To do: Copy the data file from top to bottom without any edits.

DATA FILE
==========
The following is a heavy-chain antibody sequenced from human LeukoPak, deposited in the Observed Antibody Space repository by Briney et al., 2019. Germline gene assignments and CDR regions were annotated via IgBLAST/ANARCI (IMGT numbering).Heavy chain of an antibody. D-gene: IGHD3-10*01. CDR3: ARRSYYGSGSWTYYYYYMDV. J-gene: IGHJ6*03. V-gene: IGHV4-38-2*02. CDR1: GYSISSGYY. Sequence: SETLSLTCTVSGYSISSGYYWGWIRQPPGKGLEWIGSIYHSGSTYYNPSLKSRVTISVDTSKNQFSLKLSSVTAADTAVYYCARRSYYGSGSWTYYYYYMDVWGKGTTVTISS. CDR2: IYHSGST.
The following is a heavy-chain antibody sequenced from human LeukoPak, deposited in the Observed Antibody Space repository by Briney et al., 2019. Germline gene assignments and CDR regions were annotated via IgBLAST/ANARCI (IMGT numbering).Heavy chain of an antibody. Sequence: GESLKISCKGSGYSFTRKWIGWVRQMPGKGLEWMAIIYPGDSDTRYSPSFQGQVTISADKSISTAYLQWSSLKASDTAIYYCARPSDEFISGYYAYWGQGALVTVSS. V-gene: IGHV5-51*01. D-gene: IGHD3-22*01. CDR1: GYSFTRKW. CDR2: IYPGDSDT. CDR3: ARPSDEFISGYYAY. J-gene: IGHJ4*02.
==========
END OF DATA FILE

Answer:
The following is a heavy-chain antibody sequenced from human LeukoPak, deposited in the Observed Antibody Space repository by Briney et al., 2019. Germline gene assignments and CDR regions were annotated via IgBLAST/ANARCI (IMGT numbering).Heavy chain of an antibody. D-gene: IGHD3-10*01. CDR3: ARRSYYGSGSWTYYYYYMDV. J-gene: IGHJ6*03. V-gene: IGHV4-38-2*02. CDR1: GYSISSGYY. Sequence: SETLSLTCTVSGYSISSGYYWGWIRQPPGKGLEWIGSIYHSGSTYYNPSLKSRVTISVDTSKNQFSLKLSSVTAADTAVYYCARRSYYGSGSWTYYYYYMDVWGKGTTVTISS. CDR2: IYHSGST.
The following is a heavy-chain antibody sequenced from human LeukoPak, deposited in the Observed Antibody Space repository by Briney et al., 2019. Germline gene assignments and CDR regions were annotated via IgBLAST/ANARCI (IMGT numbering).Heavy chain of an antibody. Sequence: GESLKISCKGSGYSFTRKWIGWVRQMPGKGLEWMAIIYPGDSDTRYSPSFQGQVTISADKSISTAYLQWSSLKASDTAIYYCARPSDEFISGYYAYWGQGALVTVSS. V-gene: IGHV5-51*01. D-gene: IGHD3-22*01. CDR1: GYSFTRKW. CDR2: IYPGDSDT. CDR3: ARPSDEFISGYYAY. J-gene: IGHJ4*02.